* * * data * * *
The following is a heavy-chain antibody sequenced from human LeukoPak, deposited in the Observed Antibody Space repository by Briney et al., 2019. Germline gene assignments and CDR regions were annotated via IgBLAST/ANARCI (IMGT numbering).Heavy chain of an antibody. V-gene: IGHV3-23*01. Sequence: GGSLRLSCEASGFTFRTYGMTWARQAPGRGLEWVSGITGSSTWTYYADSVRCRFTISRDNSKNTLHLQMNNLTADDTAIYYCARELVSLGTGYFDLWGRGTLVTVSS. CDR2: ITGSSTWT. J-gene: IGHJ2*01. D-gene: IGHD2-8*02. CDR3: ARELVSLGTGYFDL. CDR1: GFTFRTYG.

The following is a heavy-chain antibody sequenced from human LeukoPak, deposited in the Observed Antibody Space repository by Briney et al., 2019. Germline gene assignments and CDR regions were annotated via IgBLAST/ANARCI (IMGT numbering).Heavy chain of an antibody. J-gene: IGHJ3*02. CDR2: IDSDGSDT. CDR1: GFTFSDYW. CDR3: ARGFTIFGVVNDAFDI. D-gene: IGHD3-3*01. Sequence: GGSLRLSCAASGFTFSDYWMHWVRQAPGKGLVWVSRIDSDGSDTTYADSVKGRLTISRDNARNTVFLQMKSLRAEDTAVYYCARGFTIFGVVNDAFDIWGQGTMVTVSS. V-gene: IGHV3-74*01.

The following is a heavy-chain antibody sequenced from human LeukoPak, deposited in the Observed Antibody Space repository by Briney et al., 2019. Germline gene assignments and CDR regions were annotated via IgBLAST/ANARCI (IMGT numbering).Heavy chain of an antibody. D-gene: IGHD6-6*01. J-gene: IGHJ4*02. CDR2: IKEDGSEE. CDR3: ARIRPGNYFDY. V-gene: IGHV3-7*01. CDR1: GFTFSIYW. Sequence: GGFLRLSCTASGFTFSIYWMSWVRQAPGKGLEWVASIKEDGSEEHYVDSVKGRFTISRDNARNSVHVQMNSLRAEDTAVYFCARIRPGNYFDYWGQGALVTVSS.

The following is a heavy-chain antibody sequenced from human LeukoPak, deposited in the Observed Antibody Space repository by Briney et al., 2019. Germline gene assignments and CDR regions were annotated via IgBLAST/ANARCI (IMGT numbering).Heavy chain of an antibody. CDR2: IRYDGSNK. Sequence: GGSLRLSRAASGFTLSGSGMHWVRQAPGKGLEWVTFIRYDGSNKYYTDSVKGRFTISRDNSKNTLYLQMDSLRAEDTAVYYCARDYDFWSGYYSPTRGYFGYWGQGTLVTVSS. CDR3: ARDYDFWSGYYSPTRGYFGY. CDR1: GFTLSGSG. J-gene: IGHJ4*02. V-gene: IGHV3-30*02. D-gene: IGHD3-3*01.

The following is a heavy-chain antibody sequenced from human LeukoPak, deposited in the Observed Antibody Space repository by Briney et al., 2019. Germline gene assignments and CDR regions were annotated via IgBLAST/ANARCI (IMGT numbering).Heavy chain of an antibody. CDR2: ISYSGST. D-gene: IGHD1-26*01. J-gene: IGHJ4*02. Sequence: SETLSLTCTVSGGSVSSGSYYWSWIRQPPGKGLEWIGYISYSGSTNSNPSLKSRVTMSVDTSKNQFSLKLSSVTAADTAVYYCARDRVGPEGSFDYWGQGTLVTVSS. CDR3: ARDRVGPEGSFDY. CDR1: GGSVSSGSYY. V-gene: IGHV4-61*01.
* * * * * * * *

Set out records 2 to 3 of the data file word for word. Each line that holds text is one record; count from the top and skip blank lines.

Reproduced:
The following is a heavy-chain antibody sequenced from human LeukoPak, deposited in the Observed Antibody Space repository by Briney et al., 2019. Germline gene assignments and CDR regions were annotated via IgBLAST/ANARCI (IMGT numbering).Heavy chain of an antibody. J-gene: IGHJ3*02. CDR2: IDSDGSDT. CDR1: GFTFSDYW. CDR3: ARGFTIFGVVNDAFDI. D-gene: IGHD3-3*01. Sequence: GGSLRLSCAASGFTFSDYWMHWVRQAPGKGLVWVSRIDSDGSDTTYADSVKGRLTISRDNARNTVFLQMKSLRAEDTAVYYCARGFTIFGVVNDAFDIWGQGTMVTVSS. V-gene: IGHV3-74*01.

The following is a heavy-chain antibody sequenced from human LeukoPak, deposited in the Observed Antibody Space repository by Briney et al., 2019. Germline gene assignments and CDR regions were annotated via IgBLAST/ANARCI (IMGT numbering).Heavy chain of an antibody. D-gene: IGHD6-6*01. J-gene: IGHJ4*02. CDR2: IKEDGSEE. CDR3: ARIRPGNYFDY. V-gene: IGHV3-7*01. CDR1: GFTFSIYW. Sequence: GGFLRLSCTASGFTFSIYWMSWVRQAPGKGLEWVASIKEDGSEEHYVDSVKGRFTISRDNARNSVHVQMNSLRAEDTAVYFCARIRPGNYFDYWGQGALVTVSS.